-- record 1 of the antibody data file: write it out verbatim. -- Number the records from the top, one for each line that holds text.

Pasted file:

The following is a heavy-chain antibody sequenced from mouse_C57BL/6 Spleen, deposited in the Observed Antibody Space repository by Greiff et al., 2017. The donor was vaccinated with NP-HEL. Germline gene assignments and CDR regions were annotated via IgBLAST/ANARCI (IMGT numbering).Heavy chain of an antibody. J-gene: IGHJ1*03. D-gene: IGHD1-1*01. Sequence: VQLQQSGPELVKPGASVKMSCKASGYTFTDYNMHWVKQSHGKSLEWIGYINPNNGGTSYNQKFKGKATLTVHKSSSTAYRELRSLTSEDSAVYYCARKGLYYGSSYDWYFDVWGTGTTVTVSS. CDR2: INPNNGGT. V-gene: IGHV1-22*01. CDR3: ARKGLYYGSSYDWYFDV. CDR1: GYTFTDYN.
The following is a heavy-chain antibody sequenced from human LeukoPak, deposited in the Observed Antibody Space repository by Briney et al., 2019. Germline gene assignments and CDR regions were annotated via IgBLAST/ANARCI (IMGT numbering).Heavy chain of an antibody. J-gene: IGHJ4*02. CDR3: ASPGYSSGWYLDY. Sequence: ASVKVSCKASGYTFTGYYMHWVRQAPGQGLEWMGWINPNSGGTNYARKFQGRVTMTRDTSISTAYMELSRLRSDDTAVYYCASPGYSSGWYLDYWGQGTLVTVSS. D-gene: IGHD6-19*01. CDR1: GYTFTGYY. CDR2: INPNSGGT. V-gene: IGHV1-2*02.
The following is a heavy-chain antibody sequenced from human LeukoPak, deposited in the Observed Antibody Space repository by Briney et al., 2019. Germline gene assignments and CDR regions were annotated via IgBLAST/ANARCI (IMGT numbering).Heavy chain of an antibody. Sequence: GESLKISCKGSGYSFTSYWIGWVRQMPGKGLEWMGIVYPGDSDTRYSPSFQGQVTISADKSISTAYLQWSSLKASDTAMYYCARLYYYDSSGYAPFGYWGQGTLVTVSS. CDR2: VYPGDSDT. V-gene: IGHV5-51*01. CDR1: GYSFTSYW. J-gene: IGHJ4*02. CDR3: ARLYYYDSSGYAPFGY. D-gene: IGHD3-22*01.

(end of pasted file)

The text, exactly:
The following is a heavy-chain antibody sequenced from mouse_C57BL/6 Spleen, deposited in the Observed Antibody Space repository by Greiff et al., 2017. The donor was vaccinated with NP-HEL. Germline gene assignments and CDR regions were annotated via IgBLAST/ANARCI (IMGT numbering).Heavy chain of an antibody. J-gene: IGHJ1*03. D-gene: IGHD1-1*01. Sequence: VQLQQSGPELVKPGASVKMSCKASGYTFTDYNMHWVKQSHGKSLEWIGYINPNNGGTSYNQKFKGKATLTVHKSSSTAYRELRSLTSEDSAVYYCARKGLYYGSSYDWYFDVWGTGTTVTVSS. CDR2: INPNNGGT. V-gene: IGHV1-22*01. CDR3: ARKGLYYGSSYDWYFDV. CDR1: GYTFTDYN.